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Whispers 002: Who is Helping the Taliban Target Afghans on Social Media?
Regional actors are reportedly assisting the Taliban to root out critics and activists by surveilling social media and passing the information to the Taliban's Ministry of Interior.
Whispers is an intelligence and analysis column focused on post-democratic Afghanistan.
A Shift in Taliban Internet Policy
TIP: Regional governments are reportedly assisting the Taliban in rooting out critics and activists by surveilling social media and passing the information to the Taliban’s Ministry of Interior.
During their regime in the 1990s, the Taliban banned the internet, television, music, and any other technology they perceived as breeding immorality. However, they could not completely prevent users from connecting to the internet through neighboring countries. The citizenry’s access to the internet was particularly threatening to the Taliban because isolating Afghans from the outside world was one of their most effective tools of subjugation. However, even then, the regime’s leadership understood the importance of the internet as a tool of communication and has maintained an official website since 1998.
Shortly after the Taliban’s overthrow in 2001, President Hamid Karzai officially authorized internet usage and promoted it as a tool for development. Although connectivity has always been limited, the intervening two decades saw growth and active participation in the global online community. By the time the Taliban came back into power in August 2021, the internet was deeply integrated into Afghan institutions and among the urban population.
As internet access grew among Afghan citizens, the Taliban integrated it more and more into their strategy as well. The information campaigns they waged throughout their insurgency allowed for considerable refinement of their techniques as they learned what was and was not effective. NATO and American forces witnessed the consequences of the evolution of the Taliban’s information campaigns over time.
An example of growing Taliban proficiency with online information campaigns occurred in 2016 when they exploited an attack on Kunduz to portray ISAF as incompetent and/or untruthful:
Figure 1 Sample Misinformation Campaign (Source: The Atlantic Council Blog)
Screenshots of tweets published during the Taliban’s blitz on Kunduz in October 2016, showing how the Taliban and Afghan citizens flooded Twitter with video evidence that contradicted reassurances by the ISAF and the Afghan government that the city was not under major attack.
At left, the initial ISAF announcement and a witness video stand in sharp contradiction.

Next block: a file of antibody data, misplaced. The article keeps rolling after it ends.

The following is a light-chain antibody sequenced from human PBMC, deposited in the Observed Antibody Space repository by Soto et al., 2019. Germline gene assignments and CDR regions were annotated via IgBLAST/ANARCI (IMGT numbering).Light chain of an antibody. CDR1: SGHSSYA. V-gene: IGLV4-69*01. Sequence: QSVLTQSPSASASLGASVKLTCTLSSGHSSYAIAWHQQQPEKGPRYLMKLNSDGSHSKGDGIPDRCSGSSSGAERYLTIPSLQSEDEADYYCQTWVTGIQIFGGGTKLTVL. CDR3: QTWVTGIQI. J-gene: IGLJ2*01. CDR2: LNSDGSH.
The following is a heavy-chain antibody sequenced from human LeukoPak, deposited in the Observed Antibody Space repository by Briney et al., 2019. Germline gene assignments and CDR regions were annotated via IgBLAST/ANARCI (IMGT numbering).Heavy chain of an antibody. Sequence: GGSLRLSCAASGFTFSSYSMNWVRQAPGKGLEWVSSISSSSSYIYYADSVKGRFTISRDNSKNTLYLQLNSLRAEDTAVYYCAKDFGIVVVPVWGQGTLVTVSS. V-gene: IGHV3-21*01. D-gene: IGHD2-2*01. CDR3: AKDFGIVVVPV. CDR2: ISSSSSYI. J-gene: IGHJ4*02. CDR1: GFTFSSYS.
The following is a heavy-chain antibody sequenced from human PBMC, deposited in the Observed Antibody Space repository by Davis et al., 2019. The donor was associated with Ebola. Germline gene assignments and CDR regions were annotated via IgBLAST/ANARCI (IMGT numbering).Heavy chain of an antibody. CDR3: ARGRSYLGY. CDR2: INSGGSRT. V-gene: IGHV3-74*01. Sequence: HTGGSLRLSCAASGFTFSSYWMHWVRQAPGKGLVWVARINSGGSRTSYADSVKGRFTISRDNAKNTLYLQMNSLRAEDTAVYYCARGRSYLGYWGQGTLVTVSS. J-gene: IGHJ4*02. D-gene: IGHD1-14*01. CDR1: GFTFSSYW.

In the center, a series of battle updates was provided by Zabihullah Mujahid, a Taliban spokesman.
At right are more announcements and imagery of the Taliban’s successful incursion. The Taliban withdrew soon after.
Screenshots via @ResoluteSupport/archive, upper left; @Ahmdyarr/archive, lower left; Thomas Joscelyn/Long War Journal, middle; @Ahmdyarr, upper right; @Ahmdyarr/archive, lower right.
Prior to Kabul’s fall, the Taliban showcased their advancement when they launched a massive preplanned “victory” campaign online that was both sophisticated and effective. By proclaiming victory prematurely, they were able to lower morale and confuse forces who were fighting back.
After the Taliban takeover, the international community was not sure if a more modern, moderate Taliban 2.0 could be expected. Would they revert back to banning the internet and TV? Or had the internet and modern technology become too integral to the Taliban’s operations for them to turn away from it again?
So far, the Taliban have allowed the internet to continue to operate unrestricted with only sporadic outages reported in late August and September. Panjshir Province has been the exception with blackouts and only periodic access to the internet since the Taliban’s takeover. Most international observers presume these blackouts are intended to disrupt potential opposition groups. However, by and large internet access has remained uninterrupted throughout the country.
Social Media Targeting
While continued internet access is positive for Afghan citizens in many ways, it also makes them vulnerable to additional threats. Since taking over, the new Taliban regime has been targeting critics and activists through social media. Many of the roughly 14% of Afghans who were connected to the internet immediately deleted their social media accounts for fear of being arrested. Companies like Facebook and LinkedIn tightened security to try and protect Afghan subscribers.